How To Sharpen A Knife


 
There are few tools more dangerous than a dull knife! It'll slide when you want it to cut, and it'll cut when it stops sliding--usually when it hits your hand. Ask ten different people how they sharpen their knives, however, and you may get ten different answers. Not only that, but each of these ten methods are all sworn to be the best by ten venerable trail guides from ten mountain towns (who've all been sharpening knives since they were knee-high to a carpenter ant and don't you forget it buddy). What's a poor soul with a dull knife to do? You can start with this tutorial, which will lead you out of the tangled thicket of knife-sharpening opinions. 

Choose your stone

First, there's the question of whether or not to use a liquid on the sharpening stone. A fiery debate rages on this issue, and you'd better figure out which side you're on, so you're not mistaken for the enemy and accidentally shot. Some stones are marketed as specifically for wet and dry uses, so keep the following points in mind as you shop around. 

  • One school of thought insists that using oil, water or saliva helps "float" the tiny metal shavings away from the stone when the blade is being sharpened. 

  •  

  • The other camp demands that using any type of liquid just clogs up the pores of the stone (which ruins the stone forever) and only polishes the blade, rather than grinding it. 

  •  

     

The method below works with both dry and wet stones. 

Recreate the basic edge

If you were to peer at the point of a nicely sharpened, multi-purpose knife blade, it would look something like Figure 1. You'll notice that the blade is actually beveled to form the final edge, but you won't create that bevel just yet. First, you'll form the basic edge, which is a little simpler in shape, as we see in Figure 1A

One of the key points of knife-sharpening is maintaining constant angles between the blade and the stone. There are two: the angle between the blade and the edge of the stone, and between the blade and the surface of the stone. 

  • Place your flat, medium-grit stone on the table in front of you. Lay the blade flat on the stone at a 45 degree angle, as shown in Figure 2. This 45 degree angle is the first of two angles. 

  •  

  • Grasp the knife by the handle. With your index finger along the back of the blade, raise the blade off the surface of the stone at a 20 degree angle, as shown in Figure 3. This is the second angle. 
  • Keeping the edge of the blade in contact with the stone, firmly and carefully draw the knife towards you. This action will grind the blade from hilt to point. Maintain the 45 degree angle, and the angle that you've raised the blade off the stone. 

  •  

  • Apply medium to light pressure as you're drawing the edge across the stone. (For the sake of comparison, zero pressure would have the knife blade resting on the stone without you touching it.) Apply a little pressure or a bit more, depending on how old the knife is, how many times you've sharpened it, and the current condition of the edge. A very dull edge will require more pressure.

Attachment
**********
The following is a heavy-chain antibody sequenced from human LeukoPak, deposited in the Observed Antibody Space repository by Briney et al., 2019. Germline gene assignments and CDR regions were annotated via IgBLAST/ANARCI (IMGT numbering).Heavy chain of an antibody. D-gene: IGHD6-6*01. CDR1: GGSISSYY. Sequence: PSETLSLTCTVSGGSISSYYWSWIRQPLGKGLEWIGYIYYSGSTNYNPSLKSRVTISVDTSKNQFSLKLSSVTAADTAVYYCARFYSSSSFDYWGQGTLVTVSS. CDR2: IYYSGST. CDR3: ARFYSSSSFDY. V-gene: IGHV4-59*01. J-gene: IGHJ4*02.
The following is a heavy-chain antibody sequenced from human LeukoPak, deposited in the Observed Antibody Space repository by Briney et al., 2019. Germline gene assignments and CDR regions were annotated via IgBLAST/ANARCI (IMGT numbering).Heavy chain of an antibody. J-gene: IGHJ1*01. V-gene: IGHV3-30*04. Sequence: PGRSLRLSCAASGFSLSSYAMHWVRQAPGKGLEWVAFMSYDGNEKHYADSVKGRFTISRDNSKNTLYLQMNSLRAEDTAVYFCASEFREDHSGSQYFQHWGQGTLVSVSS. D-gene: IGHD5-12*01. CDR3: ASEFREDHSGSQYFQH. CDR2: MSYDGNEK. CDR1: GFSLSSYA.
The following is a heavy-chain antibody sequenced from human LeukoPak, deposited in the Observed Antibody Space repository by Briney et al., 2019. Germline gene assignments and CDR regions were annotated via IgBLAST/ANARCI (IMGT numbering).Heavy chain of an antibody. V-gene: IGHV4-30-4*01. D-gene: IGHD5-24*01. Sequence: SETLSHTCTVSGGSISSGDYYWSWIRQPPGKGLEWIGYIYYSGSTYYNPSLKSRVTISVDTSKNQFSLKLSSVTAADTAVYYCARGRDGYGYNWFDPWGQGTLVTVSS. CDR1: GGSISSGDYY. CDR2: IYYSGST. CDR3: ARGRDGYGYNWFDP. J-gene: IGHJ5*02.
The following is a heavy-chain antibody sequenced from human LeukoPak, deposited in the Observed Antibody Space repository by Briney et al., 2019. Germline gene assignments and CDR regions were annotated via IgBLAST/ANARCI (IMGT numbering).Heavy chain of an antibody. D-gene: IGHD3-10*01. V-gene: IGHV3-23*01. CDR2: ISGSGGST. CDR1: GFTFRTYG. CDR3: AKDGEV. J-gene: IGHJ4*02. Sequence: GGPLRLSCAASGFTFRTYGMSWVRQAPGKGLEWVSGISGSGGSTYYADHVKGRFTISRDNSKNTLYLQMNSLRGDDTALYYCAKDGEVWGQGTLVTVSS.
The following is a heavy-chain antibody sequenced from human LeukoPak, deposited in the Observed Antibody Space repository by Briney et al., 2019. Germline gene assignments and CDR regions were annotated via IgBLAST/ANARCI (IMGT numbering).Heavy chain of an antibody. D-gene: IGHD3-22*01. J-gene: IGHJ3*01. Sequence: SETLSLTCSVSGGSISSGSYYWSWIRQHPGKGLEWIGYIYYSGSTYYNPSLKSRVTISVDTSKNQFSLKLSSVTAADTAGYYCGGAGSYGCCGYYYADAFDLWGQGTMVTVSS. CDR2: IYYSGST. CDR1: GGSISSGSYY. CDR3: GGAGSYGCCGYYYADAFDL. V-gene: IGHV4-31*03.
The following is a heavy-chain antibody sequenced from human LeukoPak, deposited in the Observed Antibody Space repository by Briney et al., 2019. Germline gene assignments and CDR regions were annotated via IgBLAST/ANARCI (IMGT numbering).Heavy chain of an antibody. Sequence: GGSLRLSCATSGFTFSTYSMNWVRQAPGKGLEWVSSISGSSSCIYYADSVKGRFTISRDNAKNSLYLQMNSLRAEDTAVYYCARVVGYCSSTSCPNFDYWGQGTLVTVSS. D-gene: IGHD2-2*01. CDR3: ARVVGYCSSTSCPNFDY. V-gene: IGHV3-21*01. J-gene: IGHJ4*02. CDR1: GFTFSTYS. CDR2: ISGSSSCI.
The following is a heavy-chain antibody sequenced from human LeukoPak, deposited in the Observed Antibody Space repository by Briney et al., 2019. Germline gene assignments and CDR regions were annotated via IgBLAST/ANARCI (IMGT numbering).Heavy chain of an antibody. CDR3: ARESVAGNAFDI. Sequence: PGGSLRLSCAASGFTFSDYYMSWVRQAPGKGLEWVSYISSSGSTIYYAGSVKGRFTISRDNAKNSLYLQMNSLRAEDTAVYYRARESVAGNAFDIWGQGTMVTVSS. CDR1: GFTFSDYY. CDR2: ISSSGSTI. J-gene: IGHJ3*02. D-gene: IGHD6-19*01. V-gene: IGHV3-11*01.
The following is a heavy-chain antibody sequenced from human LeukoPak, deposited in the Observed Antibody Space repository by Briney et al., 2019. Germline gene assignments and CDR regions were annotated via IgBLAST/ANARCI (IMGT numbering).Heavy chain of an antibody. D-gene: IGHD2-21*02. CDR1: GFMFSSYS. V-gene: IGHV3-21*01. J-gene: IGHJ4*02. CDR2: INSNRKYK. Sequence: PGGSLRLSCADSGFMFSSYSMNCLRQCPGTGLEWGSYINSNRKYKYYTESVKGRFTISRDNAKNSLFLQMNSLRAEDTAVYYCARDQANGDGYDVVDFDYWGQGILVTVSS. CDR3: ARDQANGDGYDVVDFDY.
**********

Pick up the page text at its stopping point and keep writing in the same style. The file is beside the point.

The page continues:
•  

Turn the knife over, and repeat the process. If you keep the knife in the same hand, you'll be pushing the blade away from you this time. It's important to maintain the same angles on both sides of the blade. Go slowly and alternate strokes on the stone until each side of the blade has been stroked several times. A very dull knife will need a few more strokes than a better kept one. 

Create the final bevel

Now that you have a basic edge on the blade, it's a time to create the final bevel. This will strengthen the edge, so that it stays sharp longer and is less prone to be damaged by everyday use. You'll create the bevel simply by repeating Step 1, with two modifications: use a fine-grit stone, and raise the blade a bit higher off the stone (the second angle) when you draw it across. 

  • Place your flat, fine-grit stone on the table in front of you, and lay the blade flat on the stone at a 45 degree angle, as you did before. 

  •  

  • Grasp the knife by the handle. With your index finger along the back of the blade, raise the blade off the surface of the stone at a slightly greater angle than before--maybe 25 to 30 degrees. See Figure 4. 

  • Keeping the edge of the blade in contact with the stone, firmly and carefully draw the knife towards you. This action will grind the blade from hilt to point. Hold the 45 degree angle, and the angle that you've raised the blade off the stone, as constant as possible. Again, apply medium to light pressure as you're drawing the edge across the stone. 

  •  

  • Turn the knife over, and repeat the process. Alternate strokes again until each side of the blade has been across the stone several times--about five strokes for each side should suffice. The pressure that you apply while drawing the blade across the stone should get progressively lighter with each stroke. 

  •  

     

  • At this point you should have a pretty sharp knife. You can test it by holding a piece of paper vertically, and drawing the blade across the edge and down. A sharp knife will cut the paper. 
 

 
Donated By:

Capn' Hook